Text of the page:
Halloween always promises a good scare, but a new survey sponsored by the National Retail Federation (NRF) estimates spending for this year’s holiday will be downright spooky — spooky good, that is.
The survey, conducted by Prosper Insights & Analytics, put total spending for candy, costumes, decorations and other items at $8.4 billion, an all-time high during the 11 years the NRF has sponsored the study. Last year’s total was expected to miss $7 billion.
U.S. consumers are projected to drop $82.93 on average, up almost 12 percent from $74.34 last year. More than 171 million consumers are expected take part in Halloween festivities.
“After a long summer, families are excited to welcome the fall season celebrating Halloween,” says Matthew Shay, NRF president and ceo. “Retailers are preparing for the day by offering a wide variety of options in costumes, decorations and candy, while being aggressive with their promotions to capture the most out of this shopping event.”
Most of the 6,791 consumers surveyed (94.3 percent) said they’d buy candy, and 71 percent said they’d hand it out. As a result, candy sales are projected to hit $2.5 billion.
Decoration sales, meanwhile, are expected to pull in $2.4 billion, while costume sales are projected to reach $3.1 billion.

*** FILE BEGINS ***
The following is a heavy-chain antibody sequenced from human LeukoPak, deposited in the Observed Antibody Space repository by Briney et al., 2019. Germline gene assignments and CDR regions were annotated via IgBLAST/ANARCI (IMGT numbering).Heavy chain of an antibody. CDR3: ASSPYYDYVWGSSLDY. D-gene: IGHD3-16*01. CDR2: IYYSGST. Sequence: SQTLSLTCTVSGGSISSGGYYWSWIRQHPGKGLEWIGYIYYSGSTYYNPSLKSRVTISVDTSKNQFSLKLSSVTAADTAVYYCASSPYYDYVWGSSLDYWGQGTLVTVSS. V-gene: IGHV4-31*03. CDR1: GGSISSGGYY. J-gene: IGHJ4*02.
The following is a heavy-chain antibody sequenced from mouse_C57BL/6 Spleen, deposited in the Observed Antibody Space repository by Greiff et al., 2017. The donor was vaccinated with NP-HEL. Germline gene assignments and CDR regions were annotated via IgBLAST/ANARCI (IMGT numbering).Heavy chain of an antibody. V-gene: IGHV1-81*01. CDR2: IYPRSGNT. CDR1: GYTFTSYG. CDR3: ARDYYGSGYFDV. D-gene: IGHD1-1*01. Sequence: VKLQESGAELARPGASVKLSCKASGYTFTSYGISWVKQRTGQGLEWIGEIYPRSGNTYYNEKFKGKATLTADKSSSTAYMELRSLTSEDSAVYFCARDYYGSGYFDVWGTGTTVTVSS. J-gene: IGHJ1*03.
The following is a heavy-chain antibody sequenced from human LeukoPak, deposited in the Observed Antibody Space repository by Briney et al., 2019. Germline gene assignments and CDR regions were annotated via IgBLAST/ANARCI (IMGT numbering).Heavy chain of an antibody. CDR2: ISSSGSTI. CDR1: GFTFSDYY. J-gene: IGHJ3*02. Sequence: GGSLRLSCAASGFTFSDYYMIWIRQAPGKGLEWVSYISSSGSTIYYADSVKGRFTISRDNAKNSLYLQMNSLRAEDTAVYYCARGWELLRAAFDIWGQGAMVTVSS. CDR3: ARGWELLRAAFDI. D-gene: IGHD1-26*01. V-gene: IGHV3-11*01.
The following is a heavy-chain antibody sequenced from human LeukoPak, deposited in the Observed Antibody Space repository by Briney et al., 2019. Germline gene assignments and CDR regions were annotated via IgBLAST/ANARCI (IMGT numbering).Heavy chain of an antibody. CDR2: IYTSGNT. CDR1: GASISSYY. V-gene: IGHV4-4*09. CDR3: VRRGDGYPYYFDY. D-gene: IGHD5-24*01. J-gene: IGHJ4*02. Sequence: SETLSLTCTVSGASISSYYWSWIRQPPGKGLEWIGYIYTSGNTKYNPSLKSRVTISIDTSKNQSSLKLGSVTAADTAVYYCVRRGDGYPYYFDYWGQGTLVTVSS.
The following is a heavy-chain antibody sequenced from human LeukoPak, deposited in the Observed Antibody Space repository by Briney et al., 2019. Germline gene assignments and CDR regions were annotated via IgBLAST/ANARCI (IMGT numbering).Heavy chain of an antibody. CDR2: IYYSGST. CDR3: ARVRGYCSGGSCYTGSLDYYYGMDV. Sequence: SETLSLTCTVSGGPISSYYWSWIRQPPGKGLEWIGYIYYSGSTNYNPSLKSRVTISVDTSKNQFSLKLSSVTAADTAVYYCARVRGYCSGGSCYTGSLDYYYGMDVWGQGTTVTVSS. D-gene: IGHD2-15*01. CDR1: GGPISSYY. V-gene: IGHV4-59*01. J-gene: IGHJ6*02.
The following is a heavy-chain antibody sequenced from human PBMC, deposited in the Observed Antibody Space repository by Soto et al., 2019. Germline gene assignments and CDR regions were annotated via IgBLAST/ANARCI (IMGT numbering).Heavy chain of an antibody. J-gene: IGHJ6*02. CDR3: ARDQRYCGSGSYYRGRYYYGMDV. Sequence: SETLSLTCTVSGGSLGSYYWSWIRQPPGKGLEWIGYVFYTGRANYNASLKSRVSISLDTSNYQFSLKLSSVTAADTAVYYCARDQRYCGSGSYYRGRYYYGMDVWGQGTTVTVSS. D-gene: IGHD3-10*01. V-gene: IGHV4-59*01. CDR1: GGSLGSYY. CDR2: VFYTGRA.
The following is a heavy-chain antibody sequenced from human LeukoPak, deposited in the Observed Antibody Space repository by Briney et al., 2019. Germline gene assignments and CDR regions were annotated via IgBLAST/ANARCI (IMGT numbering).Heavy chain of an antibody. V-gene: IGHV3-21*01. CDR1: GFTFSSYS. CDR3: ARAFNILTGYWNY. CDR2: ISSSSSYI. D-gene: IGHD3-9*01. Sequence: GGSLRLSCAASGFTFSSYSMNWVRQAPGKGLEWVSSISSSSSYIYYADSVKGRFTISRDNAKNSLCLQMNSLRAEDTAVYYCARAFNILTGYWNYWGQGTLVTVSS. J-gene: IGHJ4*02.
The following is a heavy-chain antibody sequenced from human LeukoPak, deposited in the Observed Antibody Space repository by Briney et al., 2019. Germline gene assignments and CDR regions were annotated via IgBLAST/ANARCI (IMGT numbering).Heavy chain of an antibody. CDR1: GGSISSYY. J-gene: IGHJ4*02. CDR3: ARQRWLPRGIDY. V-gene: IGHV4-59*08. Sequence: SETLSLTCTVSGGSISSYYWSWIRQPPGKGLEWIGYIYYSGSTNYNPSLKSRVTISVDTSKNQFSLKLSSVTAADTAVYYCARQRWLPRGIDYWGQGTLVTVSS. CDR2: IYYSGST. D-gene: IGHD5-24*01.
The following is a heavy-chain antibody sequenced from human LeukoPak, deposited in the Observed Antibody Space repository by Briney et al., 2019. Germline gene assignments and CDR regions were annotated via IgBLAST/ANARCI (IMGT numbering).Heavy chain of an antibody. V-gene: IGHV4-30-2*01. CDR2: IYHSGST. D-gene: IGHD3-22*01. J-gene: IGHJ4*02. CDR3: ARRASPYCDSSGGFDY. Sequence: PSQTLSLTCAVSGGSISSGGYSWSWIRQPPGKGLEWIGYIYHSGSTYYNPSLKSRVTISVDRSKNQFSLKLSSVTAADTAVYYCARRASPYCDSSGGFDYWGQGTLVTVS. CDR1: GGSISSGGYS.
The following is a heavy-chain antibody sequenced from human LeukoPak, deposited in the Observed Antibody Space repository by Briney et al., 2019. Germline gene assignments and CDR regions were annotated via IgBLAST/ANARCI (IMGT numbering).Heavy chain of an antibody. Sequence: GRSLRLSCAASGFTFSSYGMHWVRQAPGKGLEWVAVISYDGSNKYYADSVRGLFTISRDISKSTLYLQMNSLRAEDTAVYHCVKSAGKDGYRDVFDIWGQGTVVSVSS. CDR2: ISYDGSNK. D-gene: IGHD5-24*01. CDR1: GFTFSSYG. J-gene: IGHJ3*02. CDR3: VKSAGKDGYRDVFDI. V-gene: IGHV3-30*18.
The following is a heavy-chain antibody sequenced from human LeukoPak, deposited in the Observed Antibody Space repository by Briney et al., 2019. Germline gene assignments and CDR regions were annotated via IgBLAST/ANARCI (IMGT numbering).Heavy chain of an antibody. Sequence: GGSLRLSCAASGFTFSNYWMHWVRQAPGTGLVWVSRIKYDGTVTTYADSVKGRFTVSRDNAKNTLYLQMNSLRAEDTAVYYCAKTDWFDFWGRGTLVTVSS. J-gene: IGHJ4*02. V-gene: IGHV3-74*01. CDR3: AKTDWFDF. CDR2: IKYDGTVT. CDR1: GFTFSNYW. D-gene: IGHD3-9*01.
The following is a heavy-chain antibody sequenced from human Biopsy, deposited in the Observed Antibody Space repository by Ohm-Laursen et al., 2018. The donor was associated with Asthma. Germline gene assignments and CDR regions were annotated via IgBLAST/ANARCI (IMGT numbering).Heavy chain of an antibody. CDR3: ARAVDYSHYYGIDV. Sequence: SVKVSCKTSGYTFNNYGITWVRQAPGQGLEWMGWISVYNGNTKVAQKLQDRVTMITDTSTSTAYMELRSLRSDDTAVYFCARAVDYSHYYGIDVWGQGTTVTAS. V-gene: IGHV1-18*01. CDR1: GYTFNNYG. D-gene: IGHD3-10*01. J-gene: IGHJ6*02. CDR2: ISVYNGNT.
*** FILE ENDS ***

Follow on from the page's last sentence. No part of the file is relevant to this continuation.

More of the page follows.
Prosper Insights also found consumers will turn to a variety of outlets to get their halloween necessities. Nearly half (47 percent) of shoppers will visit discount stores to buy their Halloween-related items, and 36 percent will visit a specialty Halloween or costume store, up from 33 percent last year. In addition, 26 percent of customers are expected to visit grocery stores and supermarkets, while 23 percent will visit department stores. One out of five consumers will shop online.
Furthermore, most consumers won’t wait until the last minute to get into the Halloween spirit, says Pam Goodfellow, Prosper Insights principal analyst.
“Consumers are eager to celebrate Halloween, especially given that eight in 10 Americans will shop by mid-October. That is the highest we have seen in the survey history,” she says. “Americans will enjoy taking advantage of early-bird promotions both online and in-store as they kick off the fall season.”
What could be behind the spike? The NRF suggested social media might play a role, especially in costume purchasing. Digital platforms offer a chance to share clever costumes and party highlights with friends and family.
It’s not shocking, then, that Millennials — one the groups most likely to use social media — are expected to pony up the most for the perfect costume. Adults ages 18-34 are projected to spend on average $42.39, compared with $31.03 for all adults.
Despite my Millennial status, I don’t anticipate putting together a costume this year. You will, however, find me snatching Almond Joys, Kit Kats and Twix from the candy bowl, provided my parents buy the correct mix. If they don’t, it just might get scary.